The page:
Ryerson calls for indigenous education

Indigenous, TRC, Ryerson, Talking Circle

Community members discussing concerns during a TRC talking circle. (Courtesy Aboriginal Education Council)

Members of the Ryerson community want more indigenous content on campus.

This is a major takeaway from the latest series of discussions hosted on campus as part of the university’s response to the Truth and Reconciliation Commission’s (TRC) report.

“I have taken a course, called critical issues, that touched on indigenous peoples for about 10 minutes,” said Kyle Edwards, a fourth-year journalism student, who attended one of the discussions. “Other than that, I haven’t seen anything else.”

Edwards, who is Ojibwa, said he attended one of the discussions to share his concerns and experiences as a student.

The discussions — or talking circles — are part of ongoing efforts at Ryerson to respond to the TRC report released last year, which has 94 calls to action, including several directed at post-secondary institutions.

The TRC was tasked with gathering information and promoting awareness about the Indian Residential School system as part of the Indian Residential Schools Settlement Agreement.

The circles, which began in May, bring together members of the Ryerson Aboriginal community, students, staff and faculty. Five circles were held in October, including one attended by Toronto Aboriginal agencies on Monday. All were closed to the media.  

Despite growing up on a reserve (Lake Manitoba First Nation), Edwards knows first-hand how absent indigenous content is in the education system, having attended a public school. He said he wishes he’d had the opportunity to learn his language, Anishinaabemowin.

“Here at Ryerson, I think it’s important that there are quality courses that we can take [in] indigenous history and languages,” he said. 

An indigenous sacred plant representing the history and culture of Aboriginal Peoples. (Courtesy Aboriginal Education Council)

A sacred plant, sage, representing indigenous history and culture. (Courtesy Aboriginal Education Council)

This fall, the G. Raymond Chang School of Continuing Education began offering the Aboriginal knowledges and experiences certificate.  However, according to Sarah Dennis, a Ryerson student who is Anishinaabe, because the program only runs evening classes, access is limited. Dennis said she raised this concern during the talking circle.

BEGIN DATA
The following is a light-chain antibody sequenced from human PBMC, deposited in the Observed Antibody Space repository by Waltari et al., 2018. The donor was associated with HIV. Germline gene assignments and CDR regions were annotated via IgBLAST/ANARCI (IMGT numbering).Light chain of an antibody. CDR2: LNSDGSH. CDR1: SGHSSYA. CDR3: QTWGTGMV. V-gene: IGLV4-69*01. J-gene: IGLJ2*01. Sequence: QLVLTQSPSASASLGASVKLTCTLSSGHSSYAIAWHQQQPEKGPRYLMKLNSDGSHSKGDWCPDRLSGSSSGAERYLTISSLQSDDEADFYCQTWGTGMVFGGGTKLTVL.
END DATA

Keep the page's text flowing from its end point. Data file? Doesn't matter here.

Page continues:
“We also talked about the elective courses in all of the programs across all of the departments and making one course that is core and mandatory for everybody to take that would bring awareness to the experiences of indigenous peoples in Canada,” said Dennis.

She said she hopes to see the university and community members “be serious” about responding to the TRC.

“I just think there is a disconnect between the TRC initiatives and what this institution [Ryerson] should be committed to and it’s an issue. I think I just want to see people really connect with the importance of this and just really be on board, even if it is faking it until you’re making it,” she said. “It just needs to happen.”

Comments from Dennis, Edwards and other talking circle attendees will contribute to a report that will eventually be submitted to the president of the university and provost academic. Both the report and talking circles are overseen by the Aboriginal Education Centre, Aboriginal Elder Joanne Dallaire and Denise O’Neil Green, assistant vice-provost of equity, diversion and inclusion at Ryerson.

O’Neil Green said in an email that there has been “a modest turn out and high levels of interest” at the talking circles.

She said student participation is extremely important to the process. “It gives us an opportunity to learn about their university experiences, both Aboriginal and non-Aboriginal, and their thoughts about the calls to action and how they can be implemented at Ryerson.”

Progress on campus toward truth and reconciliation predates the TRC report, according to Cheryl Trudeau, co-ordinator of the Aboriginal Education Council. One example is the establishment of the council itself in 2010 as part of the university’s Aboriginal Post-Secondary Education and Training Action Plan.

Trudeau added that the school supports curriculum development and senior administration participates in these consultations.

“It’s important to all Canadians. All Canadians should know the truth of the past history and current situation of indigenous peoples,” she said.

There is no date set for when the advisory council will release its report. However, Trudeau said, “Work is being done and when it happens, everyone will get to know.”

As for the biggest takeaway from this series of talking circles, O’Neil Green’s answer was clear: “Members of our community are expecting action.”

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